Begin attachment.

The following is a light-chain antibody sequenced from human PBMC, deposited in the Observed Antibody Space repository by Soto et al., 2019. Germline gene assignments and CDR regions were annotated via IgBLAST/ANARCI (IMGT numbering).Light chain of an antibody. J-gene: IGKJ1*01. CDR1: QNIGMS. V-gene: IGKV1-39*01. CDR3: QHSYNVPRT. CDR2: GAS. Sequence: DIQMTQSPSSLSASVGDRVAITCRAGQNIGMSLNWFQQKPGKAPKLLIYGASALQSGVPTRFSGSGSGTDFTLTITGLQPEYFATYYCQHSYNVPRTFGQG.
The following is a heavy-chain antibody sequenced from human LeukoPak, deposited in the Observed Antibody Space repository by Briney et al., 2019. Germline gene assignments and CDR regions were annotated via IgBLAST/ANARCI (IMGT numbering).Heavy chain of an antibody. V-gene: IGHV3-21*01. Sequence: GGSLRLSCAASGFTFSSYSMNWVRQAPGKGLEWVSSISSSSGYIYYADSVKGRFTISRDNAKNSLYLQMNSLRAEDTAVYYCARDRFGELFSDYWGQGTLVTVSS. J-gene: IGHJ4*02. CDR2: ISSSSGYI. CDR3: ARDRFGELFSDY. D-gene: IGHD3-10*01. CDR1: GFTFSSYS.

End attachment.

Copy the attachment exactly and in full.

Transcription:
The following is a light-chain antibody sequenced from human PBMC, deposited in the Observed Antibody Space repository by Soto et al., 2019. Germline gene assignments and CDR regions were annotated via IgBLAST/ANARCI (IMGT numbering).Light chain of an antibody. J-gene: IGKJ1*01. CDR1: QNIGMS. V-gene: IGKV1-39*01. CDR3: QHSYNVPRT. CDR2: GAS. Sequence: DIQMTQSPSSLSASVGDRVAITCRAGQNIGMSLNWFQQKPGKAPKLLIYGASALQSGVPTRFSGSGSGTDFTLTITGLQPEYFATYYCQHSYNVPRTFGQG.
The following is a heavy-chain antibody sequenced from human LeukoPak, deposited in the Observed Antibody Space repository by Briney et al., 2019. Germline gene assignments and CDR regions were annotated via IgBLAST/ANARCI (IMGT numbering).Heavy chain of an antibody. V-gene: IGHV3-21*01. Sequence: GGSLRLSCAASGFTFSSYSMNWVRQAPGKGLEWVSSISSSSGYIYYADSVKGRFTISRDNAKNSLYLQMNSLRAEDTAVYYCARDRFGELFSDYWGQGTLVTVSS. J-gene: IGHJ4*02. CDR2: ISSSSGYI. CDR3: ARDRFGELFSDY. D-gene: IGHD3-10*01. CDR1: GFTFSSYS.